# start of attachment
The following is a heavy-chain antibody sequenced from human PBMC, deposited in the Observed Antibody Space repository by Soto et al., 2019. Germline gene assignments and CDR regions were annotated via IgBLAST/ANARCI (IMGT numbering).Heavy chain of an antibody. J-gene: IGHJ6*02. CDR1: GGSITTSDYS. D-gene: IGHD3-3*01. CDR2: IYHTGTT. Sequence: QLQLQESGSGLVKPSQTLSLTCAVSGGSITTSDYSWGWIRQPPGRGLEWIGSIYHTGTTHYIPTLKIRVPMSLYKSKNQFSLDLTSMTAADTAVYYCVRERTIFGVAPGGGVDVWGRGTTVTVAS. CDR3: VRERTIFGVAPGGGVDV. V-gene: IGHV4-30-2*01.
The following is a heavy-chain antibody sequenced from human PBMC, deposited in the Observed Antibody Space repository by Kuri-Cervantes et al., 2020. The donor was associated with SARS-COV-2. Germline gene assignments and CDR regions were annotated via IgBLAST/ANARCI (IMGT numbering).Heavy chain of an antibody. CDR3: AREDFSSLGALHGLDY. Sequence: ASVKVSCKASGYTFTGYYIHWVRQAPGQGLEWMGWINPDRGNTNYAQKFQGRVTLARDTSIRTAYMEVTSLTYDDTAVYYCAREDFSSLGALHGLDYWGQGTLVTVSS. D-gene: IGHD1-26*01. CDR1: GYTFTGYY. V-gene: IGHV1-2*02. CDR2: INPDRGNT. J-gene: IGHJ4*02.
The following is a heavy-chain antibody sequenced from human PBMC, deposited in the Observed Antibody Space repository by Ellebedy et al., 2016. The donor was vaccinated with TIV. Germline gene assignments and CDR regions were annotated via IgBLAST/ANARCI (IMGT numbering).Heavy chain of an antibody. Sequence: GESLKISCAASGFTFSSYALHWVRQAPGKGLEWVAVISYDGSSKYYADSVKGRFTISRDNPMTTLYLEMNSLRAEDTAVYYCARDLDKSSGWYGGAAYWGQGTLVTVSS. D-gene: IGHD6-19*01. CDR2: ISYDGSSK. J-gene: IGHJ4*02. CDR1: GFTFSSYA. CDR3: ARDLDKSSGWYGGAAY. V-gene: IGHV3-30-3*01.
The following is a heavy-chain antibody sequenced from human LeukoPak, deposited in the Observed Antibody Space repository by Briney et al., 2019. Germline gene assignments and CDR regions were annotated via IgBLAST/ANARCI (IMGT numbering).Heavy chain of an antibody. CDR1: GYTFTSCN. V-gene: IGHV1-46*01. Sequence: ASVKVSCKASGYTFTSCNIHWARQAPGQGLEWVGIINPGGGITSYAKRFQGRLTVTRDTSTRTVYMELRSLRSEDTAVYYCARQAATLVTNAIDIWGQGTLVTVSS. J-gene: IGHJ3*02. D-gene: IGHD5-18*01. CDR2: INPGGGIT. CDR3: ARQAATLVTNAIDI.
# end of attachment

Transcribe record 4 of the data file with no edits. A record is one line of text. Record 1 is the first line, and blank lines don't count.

The following is a heavy-chain antibody sequenced from human LeukoPak, deposited in the Observed Antibody Space repository by Briney et al., 2019. Germline gene assignments and CDR regions were annotated via IgBLAST/ANARCI (IMGT numbering).Heavy chain of an antibody. CDR1: GYTFTSCN. V-gene: IGHV1-46*01. Sequence: ASVKVSCKASGYTFTSCNIHWARQAPGQGLEWVGIINPGGGITSYAKRFQGRLTVTRDTSTRTVYMELRSLRSEDTAVYYCARQAATLVTNAIDIWGQGTLVTVSS. J-gene: IGHJ3*02. D-gene: IGHD5-18*01. CDR2: INPGGGIT. CDR3: ARQAATLVTNAIDI.